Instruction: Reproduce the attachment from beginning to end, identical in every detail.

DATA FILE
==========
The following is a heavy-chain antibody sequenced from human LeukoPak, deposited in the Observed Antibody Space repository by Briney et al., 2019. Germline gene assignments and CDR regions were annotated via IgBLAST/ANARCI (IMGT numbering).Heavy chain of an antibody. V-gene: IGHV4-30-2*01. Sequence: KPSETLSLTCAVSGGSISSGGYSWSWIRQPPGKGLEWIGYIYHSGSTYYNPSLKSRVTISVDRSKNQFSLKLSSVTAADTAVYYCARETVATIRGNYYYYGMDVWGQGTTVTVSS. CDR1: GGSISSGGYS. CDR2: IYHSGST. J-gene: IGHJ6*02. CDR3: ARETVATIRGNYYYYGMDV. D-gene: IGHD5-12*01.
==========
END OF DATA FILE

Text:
The following is a heavy-chain antibody sequenced from human LeukoPak, deposited in the Observed Antibody Space repository by Briney et al., 2019. Germline gene assignments and CDR regions were annotated via IgBLAST/ANARCI (IMGT numbering).Heavy chain of an antibody. V-gene: IGHV4-30-2*01. Sequence: KPSETLSLTCAVSGGSISSGGYSWSWIRQPPGKGLEWIGYIYHSGSTYYNPSLKSRVTISVDRSKNQFSLKLSSVTAADTAVYYCARETVATIRGNYYYYGMDVWGQGTTVTVSS. CDR1: GGSISSGGYS. CDR2: IYHSGST. J-gene: IGHJ6*02. CDR3: ARETVATIRGNYYYYGMDV. D-gene: IGHD5-12*01.